I am content during the holiday season these days because I have walked on this planet long enough to find a balance with those that I don't necessarily agree with.  Granted, it took several years for me to do so.  Not to mention I'm one of the lucky few that had help finding my balance.  Those of you that know me understand who it is I'm referring to: my lovely wife, Monica.

However, there are some people that I follow online who are still struggling with this time of year.  I have read several blog posts in recent days where people are dealing with their first (or second or third) year without a Christ in Christmas.  I finish reading their posts and I find myself feeling a bit depressed; as if I've traveled back in time many, many years ago to a younger me.  I can still remember the feeling I had the first year of my atheism.  There is this sense of loss, abandonment, anger...  You want to talk to someone but you're still not strong enough to do it.

I also remember feeling alone, exposed.  I just knew everyone could tell that I no longer believed, as if I suddenly had ATHEIST written in blood across my forehead.  I even remember sitting with the family of a former girlfriend at church as I quietly bowed my head just in case one of them was watching me.

This all sounds very silly to me now.  How could I have been that gutless?  That submissive?  That... young?  It's almost too hard for me to trust my own memory, remembering the young man I was so many years ago.

But taking this walk down memory lane has done something I never expected.  It has given me a new twinkle in my atheist eye.  The words of others have made me realize that I was not alone.  That even today, I share a common struggle with so many other people.  Granted, my struggle has come and gone; and the generation behind me has to deal with the religious lunatics that my generation has created.  But I can hope!  I can hope that more and more young people will begin to discover life without the need for god.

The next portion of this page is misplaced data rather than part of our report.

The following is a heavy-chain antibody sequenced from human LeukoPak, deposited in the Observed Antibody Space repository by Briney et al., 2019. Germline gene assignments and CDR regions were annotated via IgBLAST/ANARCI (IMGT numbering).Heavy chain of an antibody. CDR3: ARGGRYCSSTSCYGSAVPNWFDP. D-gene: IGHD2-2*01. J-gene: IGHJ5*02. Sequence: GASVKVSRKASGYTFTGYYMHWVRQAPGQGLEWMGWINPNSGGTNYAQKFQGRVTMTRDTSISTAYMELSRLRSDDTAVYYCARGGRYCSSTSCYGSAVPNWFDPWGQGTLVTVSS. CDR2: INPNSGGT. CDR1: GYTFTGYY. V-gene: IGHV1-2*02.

And so, I would like to offer some well-deserved thanks to the younger generation of atheists.  The last few months have been one of the few times in my life where the simple act of reading has given me such inspiration for the future.

Tuesday, December 6, 2011

A Fetus is Officially More Important Than a Woman

The Catholic Church has made it abundantly clear that no matter the circumstance, a fetus means more to them than a functioning individual.

According to a story by Barry Peterson of CBS News, back in November 2009, Bishop Thomas Olmstead of Phoenix started a battle between the Catholic church and the oldest hospital in the city, St Joseph's.

It all started when doctors admitted a 27-year-old woman into the hospital for severe pulmonary hypertension.  The patient was also 11 weeks into a pregnancy.  Additionally, the pregnancy exacerbated her condition, which in turn caused her heart to fail to the point where her life was in danger.  With a patient in critical need of a life saving procedure, realistically the doctors had but one choice.  However, in our society, the caustic reasoning of minds immersed in religious dogma made others consider the unthinkable.

Peterson explains:
"Modern medicine presented two equally grim options: Terminate the pregnancy and save the mother, or lose both mother and child."
Equally as grim?!?!!  Not a chance.  Seriously, how can people think this way, much less write something as silly as that?  In one hand you have a living, breathing human, and in the other there is a parasite with the potential to be a living, breathing human.  Given these choices, one is never equivalent to the other.  Period.  Anyway, back to the story...

The doctors decided to consult the hospital's ethics review board (which for reasons beyond my rationale, included Sister Margaret Mary McBride) with the two choices they had at hand.  Logically, the choice was clear and the ethics board granted the doctors permission to terminate the pregnancy.  Great!  My faith in mankind had been restored.  Or so I thought.